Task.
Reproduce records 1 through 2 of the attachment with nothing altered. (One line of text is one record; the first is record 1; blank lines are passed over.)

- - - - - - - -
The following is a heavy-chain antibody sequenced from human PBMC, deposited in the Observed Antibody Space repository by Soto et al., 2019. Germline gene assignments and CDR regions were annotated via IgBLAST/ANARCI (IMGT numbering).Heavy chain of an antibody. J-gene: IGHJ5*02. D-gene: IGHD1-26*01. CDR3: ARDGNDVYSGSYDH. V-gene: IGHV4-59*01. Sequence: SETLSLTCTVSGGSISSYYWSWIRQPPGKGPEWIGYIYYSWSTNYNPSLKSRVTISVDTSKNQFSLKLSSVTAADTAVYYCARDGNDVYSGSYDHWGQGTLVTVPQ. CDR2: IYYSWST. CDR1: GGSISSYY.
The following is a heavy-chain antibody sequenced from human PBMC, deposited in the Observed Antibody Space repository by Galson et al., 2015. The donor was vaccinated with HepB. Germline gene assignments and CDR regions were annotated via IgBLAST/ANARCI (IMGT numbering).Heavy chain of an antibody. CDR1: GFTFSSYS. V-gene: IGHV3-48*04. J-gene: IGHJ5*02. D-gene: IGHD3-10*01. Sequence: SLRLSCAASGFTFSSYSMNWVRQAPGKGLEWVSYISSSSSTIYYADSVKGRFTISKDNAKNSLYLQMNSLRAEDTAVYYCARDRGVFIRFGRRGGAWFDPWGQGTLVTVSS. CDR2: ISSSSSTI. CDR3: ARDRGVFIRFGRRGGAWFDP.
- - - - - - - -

The following is a heavy-chain antibody sequenced from human PBMC, deposited in the Observed Antibody Space repository by Soto et al., 2019. Germline gene assignments and CDR regions were annotated via IgBLAST/ANARCI (IMGT numbering).Heavy chain of an antibody. J-gene: IGHJ5*02. D-gene: IGHD1-26*01. CDR3: ARDGNDVYSGSYDH. V-gene: IGHV4-59*01. Sequence: SETLSLTCTVSGGSISSYYWSWIRQPPGKGPEWIGYIYYSWSTNYNPSLKSRVTISVDTSKNQFSLKLSSVTAADTAVYYCARDGNDVYSGSYDHWGQGTLVTVPQ. CDR2: IYYSWST. CDR1: GGSISSYY.
The following is a heavy-chain antibody sequenced from human PBMC, deposited in the Observed Antibody Space repository by Galson et al., 2015. The donor was vaccinated with HepB. Germline gene assignments and CDR regions were annotated via IgBLAST/ANARCI (IMGT numbering).Heavy chain of an antibody. CDR1: GFTFSSYS. V-gene: IGHV3-48*04. J-gene: IGHJ5*02. D-gene: IGHD3-10*01. Sequence: SLRLSCAASGFTFSSYSMNWVRQAPGKGLEWVSYISSSSSTIYYADSVKGRFTISKDNAKNSLYLQMNSLRAEDTAVYYCARDRGVFIRFGRRGGAWFDPWGQGTLVTVSS. CDR2: ISSSSSTI. CDR3: ARDRGVFIRFGRRGGAWFDP.